No strings attached

When does “No Strings Attached” lose all credibility? When its second scene allegedly takes place at a frat house at the University of Michigan and the frat house is loaded with pretty California girls. I went to Michigan. There’s a longstanding saying at Michigan. Nine out of ten girls in the Big Ten are attractive. And the tenth goes to Michigan. How do I account for Lucy Liu? I suspect she’s lying.

The question about Natalie Portman’s career has always been how an actress can seem like such a natural as a child and then have such a hard time as an adult. The short quip is that Harvard ruined her. The longer answer and my current guess, as evidenced by her recent round of movies, appears to be that she is a good but limited actress who specializes in emotionally frigid characters and controlled personalities. That makes her perfect for a role like “Black Swan.”

In theory, it makes her perfect for the role of this film’s emotionally frigid and controlled doctor, after an emotionally-condom-covered sexual relationship with Ashton Kutcher. But it also makes the character all wrong for a romantic comedy. An actress might be able to pull it off if she could exude a reserve of likable warmth that makes her a rooting interest. That actress isn’t Portman. It doesn’t help that she’s paired here with indie it girl Greta Gerwig (of Greenberg), whose presence is immaculately natural.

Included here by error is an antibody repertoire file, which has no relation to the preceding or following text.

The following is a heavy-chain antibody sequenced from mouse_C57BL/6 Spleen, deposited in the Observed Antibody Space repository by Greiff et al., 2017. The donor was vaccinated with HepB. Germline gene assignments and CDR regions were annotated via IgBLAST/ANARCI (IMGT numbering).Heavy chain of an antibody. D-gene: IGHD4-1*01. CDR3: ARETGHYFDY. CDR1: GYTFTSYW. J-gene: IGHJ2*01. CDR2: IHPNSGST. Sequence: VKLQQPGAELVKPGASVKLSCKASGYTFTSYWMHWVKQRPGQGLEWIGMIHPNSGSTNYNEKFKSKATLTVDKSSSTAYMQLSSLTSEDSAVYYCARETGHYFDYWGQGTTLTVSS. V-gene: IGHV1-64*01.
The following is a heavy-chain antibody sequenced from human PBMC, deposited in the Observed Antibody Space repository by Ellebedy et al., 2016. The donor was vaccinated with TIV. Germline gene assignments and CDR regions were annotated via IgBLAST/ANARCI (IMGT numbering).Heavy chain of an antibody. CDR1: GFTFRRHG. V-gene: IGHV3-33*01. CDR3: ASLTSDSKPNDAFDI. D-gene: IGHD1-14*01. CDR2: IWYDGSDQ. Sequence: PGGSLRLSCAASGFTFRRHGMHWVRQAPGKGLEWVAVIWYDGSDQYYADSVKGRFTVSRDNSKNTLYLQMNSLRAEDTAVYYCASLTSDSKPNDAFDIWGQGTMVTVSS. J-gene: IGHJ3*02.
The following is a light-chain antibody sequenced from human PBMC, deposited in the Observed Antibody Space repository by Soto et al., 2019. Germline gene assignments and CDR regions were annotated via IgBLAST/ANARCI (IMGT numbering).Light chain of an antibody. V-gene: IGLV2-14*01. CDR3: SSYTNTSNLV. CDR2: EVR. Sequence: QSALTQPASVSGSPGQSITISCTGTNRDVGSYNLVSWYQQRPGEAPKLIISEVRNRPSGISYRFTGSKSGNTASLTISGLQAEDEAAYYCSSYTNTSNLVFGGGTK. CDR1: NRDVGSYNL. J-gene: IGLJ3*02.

Needless to say, controlling is not the first word in comedy, even if “No Strings Attached” offered any actual opportunity for it. Whenever there is a chance Portman shows no natural spontaneous instinct for it. Her actions always have the taste of Elizabeth Meriwether’s script. Whatever facility for comedy she showed in “Garden State” is not in evidence.

As for the rest of Ivan Reitman’s film: it’s not warm. It’s not sad. It’s not cute. It’s not funny. It’s not true. It’s not even enjoyably false.

It’s just not.